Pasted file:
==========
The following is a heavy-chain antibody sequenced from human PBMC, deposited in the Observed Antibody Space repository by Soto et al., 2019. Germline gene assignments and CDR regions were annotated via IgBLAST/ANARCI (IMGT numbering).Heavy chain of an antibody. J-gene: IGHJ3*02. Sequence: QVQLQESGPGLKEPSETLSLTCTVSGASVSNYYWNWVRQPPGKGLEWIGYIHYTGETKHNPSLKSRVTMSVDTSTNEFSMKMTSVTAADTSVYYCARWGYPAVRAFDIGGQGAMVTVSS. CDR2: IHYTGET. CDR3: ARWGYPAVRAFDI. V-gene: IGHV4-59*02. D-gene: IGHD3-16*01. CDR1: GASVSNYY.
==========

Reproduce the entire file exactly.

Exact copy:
The following is a heavy-chain antibody sequenced from human PBMC, deposited in the Observed Antibody Space repository by Soto et al., 2019. Germline gene assignments and CDR regions were annotated via IgBLAST/ANARCI (IMGT numbering).Heavy chain of an antibody. J-gene: IGHJ3*02. Sequence: QVQLQESGPGLKEPSETLSLTCTVSGASVSNYYWNWVRQPPGKGLEWIGYIHYTGETKHNPSLKSRVTMSVDTSTNEFSMKMTSVTAADTSVYYCARWGYPAVRAFDIGGQGAMVTVSS. CDR2: IHYTGET. CDR3: ARWGYPAVRAFDI. V-gene: IGHV4-59*02. D-gene: IGHD3-16*01. CDR1: GASVSNYY.